Race Travel: How You AND Your Family Can Stay Sane

Hey friends!  Happy Tuesday and last day in February! To end our partnership theme month, today I want to talk about how to travel to a race with your family. Sounds simple at first right? You’re probably thinking, how can this be any different than a vacation? Well it is VERY different. Here are some tips to help you make the best out of race travel so that everyone leaves happy!

Pre-Race

Tip #1: Set expectations

Well before your big race, it is important to set expectations for the trip.  Is this a race you want to take seriously?  Is this just a bucket list race? Your fellow travelers need to know these things.  If you are taking the race seriously, your family needs to understand that the night before the race you need to be in bed early, time will need to be spent at the expo to pick up your race bib, you may need to eat a very specific diet leading up to the race, etc.  Your family is probably thinking this is no different than a vacation. Also explain what you need from them.  Do you want them to spectate the race? Do you need them to drive you to the start line? Do they need to have a large fountain soda waiting for you when you cross the finish line?  Ok, that last one is really one of mine 🙂 Luckily my boyfriend is gracious enough to make sure I have one after every race.  Thanks honey! He also knew it was important to me to take a picture of the Boston Marathon finish line prior to race day.  How amazing is this picture he took?!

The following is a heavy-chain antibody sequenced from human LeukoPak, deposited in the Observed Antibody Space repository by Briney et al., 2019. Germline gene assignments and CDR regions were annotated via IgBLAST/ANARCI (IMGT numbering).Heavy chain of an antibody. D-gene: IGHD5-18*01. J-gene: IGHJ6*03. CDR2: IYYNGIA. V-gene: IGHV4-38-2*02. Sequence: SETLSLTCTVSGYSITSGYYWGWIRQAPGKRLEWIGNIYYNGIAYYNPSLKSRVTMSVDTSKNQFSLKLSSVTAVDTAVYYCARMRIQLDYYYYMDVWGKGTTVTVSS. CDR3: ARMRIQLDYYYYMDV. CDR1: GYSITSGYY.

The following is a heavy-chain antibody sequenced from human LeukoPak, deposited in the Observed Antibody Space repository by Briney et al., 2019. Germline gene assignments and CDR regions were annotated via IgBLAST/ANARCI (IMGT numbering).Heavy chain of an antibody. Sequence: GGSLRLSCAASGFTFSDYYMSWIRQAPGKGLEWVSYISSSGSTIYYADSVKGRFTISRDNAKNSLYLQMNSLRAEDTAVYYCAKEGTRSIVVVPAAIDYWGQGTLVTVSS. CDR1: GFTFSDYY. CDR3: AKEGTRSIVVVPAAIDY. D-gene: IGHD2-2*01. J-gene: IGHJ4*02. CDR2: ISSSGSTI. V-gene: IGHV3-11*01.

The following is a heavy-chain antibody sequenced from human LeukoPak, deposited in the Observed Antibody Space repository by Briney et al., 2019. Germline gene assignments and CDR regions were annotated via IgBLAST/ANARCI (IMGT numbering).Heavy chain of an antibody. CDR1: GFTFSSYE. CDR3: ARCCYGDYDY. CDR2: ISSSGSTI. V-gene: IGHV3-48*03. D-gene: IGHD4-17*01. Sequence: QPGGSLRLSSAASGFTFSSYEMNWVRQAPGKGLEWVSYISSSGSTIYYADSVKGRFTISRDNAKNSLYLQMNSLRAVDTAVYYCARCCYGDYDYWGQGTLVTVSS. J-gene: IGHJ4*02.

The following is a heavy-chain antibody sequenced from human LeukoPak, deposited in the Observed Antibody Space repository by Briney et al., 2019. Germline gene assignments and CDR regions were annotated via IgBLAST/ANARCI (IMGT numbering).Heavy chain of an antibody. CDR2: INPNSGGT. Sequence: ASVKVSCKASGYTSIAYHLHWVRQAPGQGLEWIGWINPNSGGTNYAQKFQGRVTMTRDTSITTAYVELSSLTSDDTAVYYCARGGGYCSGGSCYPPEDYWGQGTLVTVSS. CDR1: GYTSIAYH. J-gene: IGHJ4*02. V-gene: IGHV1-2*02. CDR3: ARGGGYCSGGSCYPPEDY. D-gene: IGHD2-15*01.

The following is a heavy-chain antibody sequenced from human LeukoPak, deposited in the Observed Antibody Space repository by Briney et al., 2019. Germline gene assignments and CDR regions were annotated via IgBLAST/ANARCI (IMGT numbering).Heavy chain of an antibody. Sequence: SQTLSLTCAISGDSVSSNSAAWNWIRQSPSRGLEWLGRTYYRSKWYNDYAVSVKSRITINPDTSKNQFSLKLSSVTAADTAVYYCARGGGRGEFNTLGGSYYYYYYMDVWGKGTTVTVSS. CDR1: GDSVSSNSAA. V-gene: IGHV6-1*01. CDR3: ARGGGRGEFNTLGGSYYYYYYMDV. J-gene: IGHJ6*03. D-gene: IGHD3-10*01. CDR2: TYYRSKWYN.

FinishLine

Tip #2: Create a spectator map

If your family is spectating your race, it is critical that you create a spectator map so they will know exactly where to be, at what time, and when to expect to see you.  Your family likely has no clue what the course is or the race start. Make it easy on them by writing down all the details.  This past October my boyfriend and some friends were spectating the Marine Corps Marathon to see myself and another friend.  I made a cheat sheet of what time to be at the train stop to get to D.C., what metro line to hop on once in D.C. and the times, where to catch breakfast before the race, and what intersections to be at and what time.  I have to toot my own horn.  It took a LOT of work so I suggest doing this at least one week in advance. I also suggest checking the race website for spectator tips.

Post Race

Tip #3: Have a meeting point after you cross the finish line

If you are running a huge race with thousands of people, you need a meeting area. If you only listen to one of my tips, it needs to be this one.  The last thing you want to do after a race is walk (er, limp) around trying to find your family. Some races have a family meeting area.  Frankly I do not find this to be useful because usually they are too far from the finish and that is where everyone else is meeting.  I suggest picking a landmark near the finish such as a store or restaurant. I always have my phone on me as well, that way my boyfriend and I can touch base and find each other.

Tip #4: Celebrate WITH your family, not just your achievement

You may have endured some grueling miles, but your family has endured waking up super early on a Saturday, shuttling you around, transporting themselves through the race course, and being extra nice to you even though you were stressed and moody before the race. Be sure to thank them and treat them to dinner or an event. You want them to keep supporting you, don’t you? 😛

That’s it for now!  Share any tips or stories you have in the comments below.  Happy running!